Some Republicans urged their colleagues in the state legislature to take some steps toward gun control, even as gun lobbies opposed Mr. Lee’s proposal and any glimpse of gun control.
“It always has to be the right decision, even if it costs you re-election,” Oscar Brock, a member of the Republican National Committee, said of the draft proposal. “I wish they’d taken the governor up on his offer.”
“I was a little disappointed,” he added. (Mr Brock was quick to add that his disappointment was not enough to shake his allegiance to the party.)
Raw grief and anger at the legislature’s inaction exploded as Republicans ousted two young black Democrats and narrowly failed to impeach a third Democrat, a rare act of retaliation after the three led a gun control protest on the House floor . The two men — State Representatives Justin Jones of Nashville and Justin J. Pearson of Memphis — were quickly reinstated by local officials and spent the final days of the session on their feet, taking turns sparring with Republicans in increasingly heated confrontations over gender and race.
The evictions already created bitter tensions in the legislature and increased national scrutiny over how the Republican supermajority has exercised its power and how it had let previous cases of misconduct slide without severe punishment. A senior Republican, Scotty Campbell, abruptly resigned Thursday, just hours after NewsChannel 5 revealed details of a March 29 memo finding that he had violated the chamber’s ethics policy against sexual harassment.
A flurry of financial and political support got Democrats in the state thinking, who saw a ray of hope that their party could begin to snatch seats away from the Republican supermajority. In deeply gerrymandered Tennessee, where political power is largely determined in the Republican primaries, it remained unclear whether long-term backlash would come for conservative lawmakers.
But Republicans seemed eager to leave Nashville, even temporarily, to escape the eviction storm and their own internal turmoil. They enacted dozens of measures over a marathon week, repeatedly breaking off the debate despite objections from Democrats. And they brushed off last-ditch procedural maneuvers that would have forced them to consider gun legislation, including a democratic version of the red flag law and a ban on the purchase of semi-automatic rifles that can carry more than 10 rounds.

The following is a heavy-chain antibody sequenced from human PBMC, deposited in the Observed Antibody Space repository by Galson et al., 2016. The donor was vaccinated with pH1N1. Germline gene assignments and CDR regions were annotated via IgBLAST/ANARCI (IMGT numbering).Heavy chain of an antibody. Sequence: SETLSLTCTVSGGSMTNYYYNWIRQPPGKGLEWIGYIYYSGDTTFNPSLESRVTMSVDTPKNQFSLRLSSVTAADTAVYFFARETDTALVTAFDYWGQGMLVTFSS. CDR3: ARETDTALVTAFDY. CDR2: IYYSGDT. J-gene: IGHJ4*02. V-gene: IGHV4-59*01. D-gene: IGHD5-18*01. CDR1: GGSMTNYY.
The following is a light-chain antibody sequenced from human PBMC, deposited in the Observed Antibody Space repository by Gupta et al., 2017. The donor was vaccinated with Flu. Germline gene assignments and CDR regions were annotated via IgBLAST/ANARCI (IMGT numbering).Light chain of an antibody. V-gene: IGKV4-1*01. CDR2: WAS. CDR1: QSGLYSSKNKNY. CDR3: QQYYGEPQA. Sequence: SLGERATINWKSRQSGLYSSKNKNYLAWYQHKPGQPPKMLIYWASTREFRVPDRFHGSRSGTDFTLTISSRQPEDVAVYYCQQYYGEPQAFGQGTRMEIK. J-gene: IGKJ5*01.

“Why make the choice to leave and then come back when you could just do it here and now?” That’s what State Representative Karen Camper, the leader of the Democrats in the House of Representatives, asked the Republicans during a committee hearing on Friday. She added, “People are yelling and yelling at us to do something.”
Conservative opposition to any gun control measure seemed too entrenched, though Republicans continued to push they were interested in solutions “that prevent dangerous individuals from harming the public.”
State Representative William Lamberth, a member of the Republican leadership, said that “there’s a lot of good stuff out there, but as written, I still think there’s work to be done.”
However, several gun researchers took issue with conservative opposition, arguing that the measure had been watered down to the point that it fell far short of laws opposed by Republicans. They noted that it focused heavily on mental illness without addressing other indicators of violence and required a waiting period for a court hearing, rather than allowing for immediate intervention.
“People with mental illness don’t commit disproportionate violence,” says Dr. April Zeoli, a top researcher at the University of Michigan Institute for Firearm Injury Prevention. “It’s not targeting the people who perpetrate the bulk of the violence, so it won’t go too far in terms of gun violence, and it will only harm the community with mental illness.”
Lisa Geller, a co-director of the Extreme Risk Protection Order Resource Center at Johns Hopkins University, said that even if the draft measure became law, she would not count Tennessee among the states with a so-called red flag law.
Ms. Geller said the longer the Tennessee legislature waits, and the longer other state legislatures go without red flag laws or other protections, “the more tragedies will happen in their states.”